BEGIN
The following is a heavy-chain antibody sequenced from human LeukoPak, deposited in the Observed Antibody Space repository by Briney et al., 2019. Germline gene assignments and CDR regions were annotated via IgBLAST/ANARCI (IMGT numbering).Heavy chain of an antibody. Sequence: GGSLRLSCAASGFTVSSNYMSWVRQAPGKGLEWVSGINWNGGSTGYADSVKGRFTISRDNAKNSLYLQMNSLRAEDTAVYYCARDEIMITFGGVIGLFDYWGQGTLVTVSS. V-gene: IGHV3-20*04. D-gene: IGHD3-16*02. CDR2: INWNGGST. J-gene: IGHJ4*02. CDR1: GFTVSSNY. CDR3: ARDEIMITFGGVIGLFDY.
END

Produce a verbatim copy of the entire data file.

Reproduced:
The following is a heavy-chain antibody sequenced from human LeukoPak, deposited in the Observed Antibody Space repository by Briney et al., 2019. Germline gene assignments and CDR regions were annotated via IgBLAST/ANARCI (IMGT numbering).Heavy chain of an antibody. Sequence: GGSLRLSCAASGFTVSSNYMSWVRQAPGKGLEWVSGINWNGGSTGYADSVKGRFTISRDNAKNSLYLQMNSLRAEDTAVYYCARDEIMITFGGVIGLFDYWGQGTLVTVSS. V-gene: IGHV3-20*04. D-gene: IGHD3-16*02. CDR2: INWNGGST. J-gene: IGHJ4*02. CDR1: GFTVSSNY. CDR3: ARDEIMITFGGVIGLFDY.